Spun: The Blue Raincoats

By Peter Hemminger

Blue Raincoats mastermind Keri Steele seems to be using the project as her audition for the Canadian spotlight. The self-titled debut is an album straining to overcome its singer-songwriter origins, adding punch to its arrangements with electric guitar stabs and floating horn counter-points but in the end it falls shy of greatness.

It’s hard to pinpoint exactly what’s holding the album back. The melodies are consistently strong, the arrangements are varied, and Steele’s voice has a hushed strength able to compliment this type of music perfectly. Only one song, the Norah Jones-lite “Apple of my Eye,” could reasonably be considered a dud. One listen to “Childhood” makes it clear what’s lacking elsewhere–Steele sings prettily but not intimately. It’s not that she’s deliberately detached but she somehow avoids the nuances of a truly great performance.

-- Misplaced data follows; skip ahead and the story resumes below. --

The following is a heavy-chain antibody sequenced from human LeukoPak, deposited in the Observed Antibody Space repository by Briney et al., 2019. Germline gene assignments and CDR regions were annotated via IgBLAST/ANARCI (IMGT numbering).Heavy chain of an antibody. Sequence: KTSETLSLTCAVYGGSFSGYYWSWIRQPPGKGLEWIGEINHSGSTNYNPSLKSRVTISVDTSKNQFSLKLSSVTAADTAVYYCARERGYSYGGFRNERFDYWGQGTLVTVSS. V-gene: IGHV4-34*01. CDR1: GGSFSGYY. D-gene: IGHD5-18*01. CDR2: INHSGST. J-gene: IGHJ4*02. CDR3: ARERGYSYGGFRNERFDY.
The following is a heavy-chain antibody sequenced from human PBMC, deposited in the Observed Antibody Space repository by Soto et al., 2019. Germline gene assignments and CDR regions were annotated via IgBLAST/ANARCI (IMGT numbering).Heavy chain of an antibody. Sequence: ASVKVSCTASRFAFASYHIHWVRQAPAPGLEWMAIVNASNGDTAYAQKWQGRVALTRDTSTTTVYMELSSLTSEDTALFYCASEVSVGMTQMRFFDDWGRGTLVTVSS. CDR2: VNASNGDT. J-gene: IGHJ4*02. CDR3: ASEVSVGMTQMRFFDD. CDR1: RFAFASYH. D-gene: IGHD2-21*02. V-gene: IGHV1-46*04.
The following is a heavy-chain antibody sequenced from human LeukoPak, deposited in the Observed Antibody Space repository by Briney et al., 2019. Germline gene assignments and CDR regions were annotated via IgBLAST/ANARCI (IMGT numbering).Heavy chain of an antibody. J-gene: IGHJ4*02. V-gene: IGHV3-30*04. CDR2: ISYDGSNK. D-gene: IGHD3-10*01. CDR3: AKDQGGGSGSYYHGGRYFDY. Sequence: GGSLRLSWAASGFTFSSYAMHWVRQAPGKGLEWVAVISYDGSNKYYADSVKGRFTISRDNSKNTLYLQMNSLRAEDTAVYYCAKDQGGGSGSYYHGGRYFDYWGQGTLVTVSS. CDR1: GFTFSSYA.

If she could consistently turn in vocals as strong as “Childhood” or album opener “Middleman,” Steele would sit comfortably in Canada’s upper echelon of indie-pop women, alongside Feist and Emily Haines. As it stands, she’ll have to settle for understudy.

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